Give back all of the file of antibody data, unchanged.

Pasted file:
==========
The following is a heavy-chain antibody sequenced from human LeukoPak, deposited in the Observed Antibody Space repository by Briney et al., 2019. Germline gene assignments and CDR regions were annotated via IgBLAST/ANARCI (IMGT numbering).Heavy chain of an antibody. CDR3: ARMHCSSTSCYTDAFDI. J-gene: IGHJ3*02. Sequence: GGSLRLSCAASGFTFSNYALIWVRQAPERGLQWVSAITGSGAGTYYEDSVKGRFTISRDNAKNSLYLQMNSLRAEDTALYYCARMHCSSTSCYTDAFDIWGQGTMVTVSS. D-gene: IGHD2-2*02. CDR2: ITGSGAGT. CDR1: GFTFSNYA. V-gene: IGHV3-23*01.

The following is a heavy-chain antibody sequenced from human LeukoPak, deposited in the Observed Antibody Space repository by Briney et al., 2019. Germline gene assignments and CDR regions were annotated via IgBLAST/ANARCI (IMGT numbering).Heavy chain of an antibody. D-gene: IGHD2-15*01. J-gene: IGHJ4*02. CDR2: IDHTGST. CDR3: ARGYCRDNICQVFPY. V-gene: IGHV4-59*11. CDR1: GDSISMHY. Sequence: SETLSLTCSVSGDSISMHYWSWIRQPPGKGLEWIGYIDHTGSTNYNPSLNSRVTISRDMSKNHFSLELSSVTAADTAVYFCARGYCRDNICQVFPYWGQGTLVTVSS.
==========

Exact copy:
The following is a heavy-chain antibody sequenced from human LeukoPak, deposited in the Observed Antibody Space repository by Briney et al., 2019. Germline gene assignments and CDR regions were annotated via IgBLAST/ANARCI (IMGT numbering).Heavy chain of an antibody. CDR3: ARMHCSSTSCYTDAFDI. J-gene: IGHJ3*02. Sequence: GGSLRLSCAASGFTFSNYALIWVRQAPERGLQWVSAITGSGAGTYYEDSVKGRFTISRDNAKNSLYLQMNSLRAEDTALYYCARMHCSSTSCYTDAFDIWGQGTMVTVSS. D-gene: IGHD2-2*02. CDR2: ITGSGAGT. CDR1: GFTFSNYA. V-gene: IGHV3-23*01.

The following is a heavy-chain antibody sequenced from human LeukoPak, deposited in the Observed Antibody Space repository by Briney et al., 2019. Germline gene assignments and CDR regions were annotated via IgBLAST/ANARCI (IMGT numbering).Heavy chain of an antibody. D-gene: IGHD2-15*01. J-gene: IGHJ4*02. CDR2: IDHTGST. CDR3: ARGYCRDNICQVFPY. V-gene: IGHV4-59*11. CDR1: GDSISMHY. Sequence: SETLSLTCSVSGDSISMHYWSWIRQPPGKGLEWIGYIDHTGSTNYNPSLNSRVTISRDMSKNHFSLELSSVTAADTAVYFCARGYCRDNICQVFPYWGQGTLVTVSS.